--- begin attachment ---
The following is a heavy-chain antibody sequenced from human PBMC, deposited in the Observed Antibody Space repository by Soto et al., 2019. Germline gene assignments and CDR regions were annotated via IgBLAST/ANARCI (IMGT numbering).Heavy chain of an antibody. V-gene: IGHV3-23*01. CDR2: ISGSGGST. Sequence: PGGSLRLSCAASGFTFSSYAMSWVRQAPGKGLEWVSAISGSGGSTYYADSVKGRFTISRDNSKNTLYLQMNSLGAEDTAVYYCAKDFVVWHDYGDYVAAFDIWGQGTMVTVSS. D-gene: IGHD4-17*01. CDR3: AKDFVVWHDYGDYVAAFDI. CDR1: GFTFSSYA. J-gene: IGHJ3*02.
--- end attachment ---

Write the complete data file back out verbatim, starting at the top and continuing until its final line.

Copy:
The following is a heavy-chain antibody sequenced from human PBMC, deposited in the Observed Antibody Space repository by Soto et al., 2019. Germline gene assignments and CDR regions were annotated via IgBLAST/ANARCI (IMGT numbering).Heavy chain of an antibody. V-gene: IGHV3-23*01. CDR2: ISGSGGST. Sequence: PGGSLRLSCAASGFTFSSYAMSWVRQAPGKGLEWVSAISGSGGSTYYADSVKGRFTISRDNSKNTLYLQMNSLGAEDTAVYYCAKDFVVWHDYGDYVAAFDIWGQGTMVTVSS. D-gene: IGHD4-17*01. CDR3: AKDFVVWHDYGDYVAAFDI. CDR1: GFTFSSYA. J-gene: IGHJ3*02.